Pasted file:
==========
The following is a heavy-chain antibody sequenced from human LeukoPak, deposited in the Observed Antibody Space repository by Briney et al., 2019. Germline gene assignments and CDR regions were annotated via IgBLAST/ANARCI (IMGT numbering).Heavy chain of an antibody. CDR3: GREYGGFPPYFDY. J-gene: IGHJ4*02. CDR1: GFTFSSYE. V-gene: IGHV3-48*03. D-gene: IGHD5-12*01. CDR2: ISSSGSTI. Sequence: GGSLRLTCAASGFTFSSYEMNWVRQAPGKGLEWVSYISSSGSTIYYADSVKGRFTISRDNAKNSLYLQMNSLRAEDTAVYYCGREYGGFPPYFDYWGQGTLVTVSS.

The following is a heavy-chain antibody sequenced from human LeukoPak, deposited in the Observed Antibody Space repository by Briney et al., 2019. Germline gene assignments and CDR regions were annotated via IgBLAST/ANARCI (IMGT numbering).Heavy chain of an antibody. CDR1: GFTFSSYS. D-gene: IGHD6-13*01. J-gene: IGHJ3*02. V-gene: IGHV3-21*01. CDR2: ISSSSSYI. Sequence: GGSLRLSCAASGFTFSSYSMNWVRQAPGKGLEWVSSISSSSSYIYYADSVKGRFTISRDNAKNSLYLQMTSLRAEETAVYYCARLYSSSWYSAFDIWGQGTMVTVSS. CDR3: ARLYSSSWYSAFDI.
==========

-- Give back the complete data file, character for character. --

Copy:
The following is a heavy-chain antibody sequenced from human LeukoPak, deposited in the Observed Antibody Space repository by Briney et al., 2019. Germline gene assignments and CDR regions were annotated via IgBLAST/ANARCI (IMGT numbering).Heavy chain of an antibody. CDR3: GREYGGFPPYFDY. J-gene: IGHJ4*02. CDR1: GFTFSSYE. V-gene: IGHV3-48*03. D-gene: IGHD5-12*01. CDR2: ISSSGSTI. Sequence: GGSLRLTCAASGFTFSSYEMNWVRQAPGKGLEWVSYISSSGSTIYYADSVKGRFTISRDNAKNSLYLQMNSLRAEDTAVYYCGREYGGFPPYFDYWGQGTLVTVSS.

The following is a heavy-chain antibody sequenced from human LeukoPak, deposited in the Observed Antibody Space repository by Briney et al., 2019. Germline gene assignments and CDR regions were annotated via IgBLAST/ANARCI (IMGT numbering).Heavy chain of an antibody. CDR1: GFTFSSYS. D-gene: IGHD6-13*01. J-gene: IGHJ3*02. V-gene: IGHV3-21*01. CDR2: ISSSSSYI. Sequence: GGSLRLSCAASGFTFSSYSMNWVRQAPGKGLEWVSSISSSSSYIYYADSVKGRFTISRDNAKNSLYLQMTSLRAEETAVYYCARLYSSSWYSAFDIWGQGTMVTVSS. CDR3: ARLYSSSWYSAFDI.